Victorian electric vehicle drivers will no longer be forced to pay a road user levy after the High Court ruled the tax was unconstitutional.

On Wednesday, a majority of justices ruled in favour of two Victorian electric vehicle drivers, who argued the state could not impose a road user charge on EVs and plug-in hybrid vehicles.

Their case was supported by the Commonwealth on the grounds that it has the exclusive power to raise “duties of customs and of excise”, which the Victorian state-based tax contravened.

The determination will effectively frustrate efforts by other states to implement similar levies – both Western Australia and NSW were planning to introduce road user charges from 2027.

The chief justice, Susan Kiefel, along with justices Stephen Gageler, Jacqueline Gleeson, and Jayne Jagot, ruled in favour of the plaintiffs – EV drivers Chris Vanderstock and Kathleen Davies.

The Victorian state government was ordered to pay legal costs.

“Australia is lagging behind the rest of the world on electric vehicle uptake. Now is not the time to be taxing electric vehicles – it’s the time to be doing everything we can to encourage people to make the switch to cleaner cars,” David Hertzberg, senior associate at Equity Generation Lawyers, said.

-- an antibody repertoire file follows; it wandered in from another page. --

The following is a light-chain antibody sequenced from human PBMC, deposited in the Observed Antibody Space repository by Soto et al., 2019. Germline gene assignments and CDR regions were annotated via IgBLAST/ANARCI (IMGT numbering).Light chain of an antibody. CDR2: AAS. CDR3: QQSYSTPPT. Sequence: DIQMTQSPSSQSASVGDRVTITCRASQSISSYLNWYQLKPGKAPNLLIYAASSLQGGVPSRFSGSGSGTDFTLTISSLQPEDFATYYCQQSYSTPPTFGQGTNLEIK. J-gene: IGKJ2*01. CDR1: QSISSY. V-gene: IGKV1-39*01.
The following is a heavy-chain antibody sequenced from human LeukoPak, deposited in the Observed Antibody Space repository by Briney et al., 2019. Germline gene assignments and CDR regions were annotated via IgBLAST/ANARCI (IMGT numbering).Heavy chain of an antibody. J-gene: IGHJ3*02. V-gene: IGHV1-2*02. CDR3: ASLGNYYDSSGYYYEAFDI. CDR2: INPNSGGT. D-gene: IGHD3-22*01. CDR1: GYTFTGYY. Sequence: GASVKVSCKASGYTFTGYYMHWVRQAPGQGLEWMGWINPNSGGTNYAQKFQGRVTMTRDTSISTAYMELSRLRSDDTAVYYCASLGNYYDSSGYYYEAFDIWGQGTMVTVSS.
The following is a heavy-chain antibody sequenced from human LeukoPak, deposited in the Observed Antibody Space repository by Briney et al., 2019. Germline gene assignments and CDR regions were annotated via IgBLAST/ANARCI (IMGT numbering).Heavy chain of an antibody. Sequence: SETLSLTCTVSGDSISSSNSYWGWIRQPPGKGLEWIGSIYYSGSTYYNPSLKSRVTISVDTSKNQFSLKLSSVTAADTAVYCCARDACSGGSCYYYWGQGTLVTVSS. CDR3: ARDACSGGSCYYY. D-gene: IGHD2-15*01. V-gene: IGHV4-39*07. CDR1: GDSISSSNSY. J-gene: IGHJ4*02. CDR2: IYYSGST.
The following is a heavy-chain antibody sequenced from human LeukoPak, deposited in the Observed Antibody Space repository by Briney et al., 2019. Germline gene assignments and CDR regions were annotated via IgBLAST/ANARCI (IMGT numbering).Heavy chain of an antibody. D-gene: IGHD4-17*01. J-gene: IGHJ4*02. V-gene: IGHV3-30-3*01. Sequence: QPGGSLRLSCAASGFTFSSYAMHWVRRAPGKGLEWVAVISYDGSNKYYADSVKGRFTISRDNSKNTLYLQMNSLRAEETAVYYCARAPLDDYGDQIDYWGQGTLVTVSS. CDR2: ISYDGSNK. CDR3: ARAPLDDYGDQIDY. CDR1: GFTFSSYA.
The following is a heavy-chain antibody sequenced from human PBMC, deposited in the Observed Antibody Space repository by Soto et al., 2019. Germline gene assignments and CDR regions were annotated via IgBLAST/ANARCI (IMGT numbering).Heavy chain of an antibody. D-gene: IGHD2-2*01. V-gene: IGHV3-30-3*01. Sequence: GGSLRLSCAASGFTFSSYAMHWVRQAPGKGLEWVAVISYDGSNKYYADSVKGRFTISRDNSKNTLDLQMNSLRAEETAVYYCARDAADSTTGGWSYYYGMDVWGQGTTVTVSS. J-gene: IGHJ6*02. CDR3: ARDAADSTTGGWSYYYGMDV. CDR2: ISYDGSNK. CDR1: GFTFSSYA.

“Today’s judgment means that Victoria’s electric vehicle tax is invalid. It also sets a precedent that will likely prevent other states from implementing similar legislation.”

Mr Vanderstock, who owns two EVs and works as a nurse manager, said the High Court’s decision was a great result and would assist with emission reduction efforts.

“I’m so happy, I’m ecstatic. Just relieved that the judgment has been in our favour,” he said.

“We believe that Victoria’s electric vehicle tax discouraged people from buying EVs, and punished existing EV owners who are trying to do the right thing. It was an ad hoc, piecemeal policy which undermined our collective efforts to reduce emissions from transport.”

Under the tax, motorists with electric vehicles were required to submit a photograph of their odometer once a year.

A failure to comply would result in the driver being charged for travelling a default distance of 13,500km, or have their registration cancelled or suspended.

The tax was expected to raise about $30 million, leaving a revenue shortfall for Victorian Treasurer Tim Pallas.

Treasurer Jim Chalmers has hinted at a looming “electric-car tax” from the federal government this year given increasing numbers of battery-powered vehicles cars on Australia’s roads.

“I think in the next few years, an increasing focus, certainly of our government and most likely governments (that) will follow us will be this public policy challenge, this revenue challenge, this challenge to the revenue base,’’ Dr Chalmers said in August.

The cheapest EVs available on the market come in at about $40,000, with most average models costing between $60,000 to $90,000.

Following Wednesday’s High Court ruling, Greens leader Adam Bandt demanded Labor scrap any push to roll out a wider EV tax “to make them cheaper and more affordable”.

“EVs are already affordable and it’s going in the right direction, but there’s still further to go,” Mr Bandt told reporters.

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